The world is experiencing a global housing crisis. About 1.6 billion people live in substandard housing and 100 million are homeless. These people are increasingly urban residents, and every week more than a million people are born in, or move to, cities in the developing world. Today, a billion people, 32% of the global urban population, live in urban slums. If no serious action is taken, the United Nations reports that the number of slum dwellers worldwide will increase over the next 30 years to nearly 2 billion.
Poor living conditions lead to poor health, which in turn limits a family’s ability to earn an income.Education and healthcare are not free in many countries, and so a limited income means that these are jeopardised; consequently, a family’s ability to escape poverty is reduced. Poverty housing perpetuates the poverty cycle for generations.
Housing Crisis in the UK
The “housing crisis” is essentially a shortage of housing. It was estimated over ten years ago that in order to keep house prices affordable, an additional 260,000 homes a year in the UK were required to be built Since then an average of only 115,000 new homes in the private sector are built annually. As each year passes the situation gets worse and now the Home Builders Federation say 320,000 houses are needed to be built each year in order to make housing
affordable by reducing the annual increase in house prices from 9% to an affordable 1.1%. On average house prices are now almost seven times people’s incomes. It is becoming more and more difficult for first time buyers to get onto the housing ladder.
Private Rental Sector
Being forced out of the housing market, people are having to rent. According to LSL Property Services, monthly Private rental rates are currently the highest they have ever been since they began records in January 2008, with 8% of rents being paid late, or not at all (evidencing the high cost people are being forced to pay). Lack of regulation and control means a large proportion of private tenants have serious issues with their landlords and the service they are providing. Betsy Dillner’s article on the website www.Generationrent.org dated 28 February 2014 states “Nearly one third of privately rented homes have major category 1 safety hazards – those dangerous enough to present a severe threat to health or safety of a tenant – even though the council has a legal obligation to correct such hazards.” On average house prices are now almost seven times people’s incomes. It is becoming more and more difficult for first time buyers to get onto the housing ladder.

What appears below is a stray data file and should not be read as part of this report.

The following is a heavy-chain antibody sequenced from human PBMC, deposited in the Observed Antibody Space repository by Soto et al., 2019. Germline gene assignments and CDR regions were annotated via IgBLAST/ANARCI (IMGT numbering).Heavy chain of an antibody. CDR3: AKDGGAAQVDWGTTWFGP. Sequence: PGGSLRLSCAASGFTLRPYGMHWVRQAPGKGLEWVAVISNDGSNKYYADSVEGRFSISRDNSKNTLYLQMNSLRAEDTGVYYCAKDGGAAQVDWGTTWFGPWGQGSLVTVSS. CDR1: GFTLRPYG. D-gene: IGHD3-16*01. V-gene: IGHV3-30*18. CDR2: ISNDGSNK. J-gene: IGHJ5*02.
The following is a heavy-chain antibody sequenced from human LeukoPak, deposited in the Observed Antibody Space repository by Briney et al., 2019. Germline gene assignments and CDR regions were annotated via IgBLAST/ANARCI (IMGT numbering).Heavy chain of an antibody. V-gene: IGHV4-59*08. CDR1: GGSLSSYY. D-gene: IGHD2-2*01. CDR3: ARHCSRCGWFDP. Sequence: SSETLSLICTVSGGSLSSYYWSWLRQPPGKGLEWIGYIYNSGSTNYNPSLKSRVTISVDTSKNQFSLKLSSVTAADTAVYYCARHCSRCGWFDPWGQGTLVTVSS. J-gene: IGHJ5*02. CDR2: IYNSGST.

Poverty Housing in London and the UK
Habitat for Humanity believes in decent, safe and affordable homes globally. The situation in London in terms of poverty housing is severe. According to a report produced in 2006 by Shelter (“Chance of a Lifetime, the impact of bad housing on children’s lives”), more than one million children in England live in bad housing. Since the report was written this number has increased. The findings from the report are disturbing and include statistic after statistic of concerning evidence on children’s health, education and learning abilities as well as long term effects into adulthood physically, emotionally and mentally.
What is “bad housing”?
(Taken from London’s Poverty profile – www.londonspovertyprofile.org.uk)
- Homelessness – this refers to families who have been found to be homeless by a local authority and placed in temporary accommodation.
- Overcrowding – “bedroom standard” measure, for example different sex children aged 10 or over have to share a bedroom, where parents have to share a bedroom with one more children; and where rooms such as kitchens and living rooms are used as bedrooms.
- Poor conditions or unfitness – where housing is in need of substantial repairs, is structurally unsafe, damp, cold, infested or lacking in modern facilities.
- Other factors include “insecurity” and “living in deprived neighbourhoods”.